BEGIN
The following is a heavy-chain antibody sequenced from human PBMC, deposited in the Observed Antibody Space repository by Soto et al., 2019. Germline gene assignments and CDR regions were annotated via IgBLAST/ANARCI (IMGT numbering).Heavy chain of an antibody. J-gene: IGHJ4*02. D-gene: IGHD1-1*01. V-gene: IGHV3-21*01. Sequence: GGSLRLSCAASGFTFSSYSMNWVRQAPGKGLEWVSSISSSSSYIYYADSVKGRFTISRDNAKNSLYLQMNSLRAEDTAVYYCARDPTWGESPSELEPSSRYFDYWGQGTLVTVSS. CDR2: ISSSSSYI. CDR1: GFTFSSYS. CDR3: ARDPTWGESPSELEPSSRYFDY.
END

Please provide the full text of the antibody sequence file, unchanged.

The following is a heavy-chain antibody sequenced from human PBMC, deposited in the Observed Antibody Space repository by Soto et al., 2019. Germline gene assignments and CDR regions were annotated via IgBLAST/ANARCI (IMGT numbering).Heavy chain of an antibody. J-gene: IGHJ4*02. D-gene: IGHD1-1*01. V-gene: IGHV3-21*01. Sequence: GGSLRLSCAASGFTFSSYSMNWVRQAPGKGLEWVSSISSSSSYIYYADSVKGRFTISRDNAKNSLYLQMNSLRAEDTAVYYCARDPTWGESPSELEPSSRYFDYWGQGTLVTVSS. CDR2: ISSSSSYI. CDR1: GFTFSSYS. CDR3: ARDPTWGESPSELEPSSRYFDY.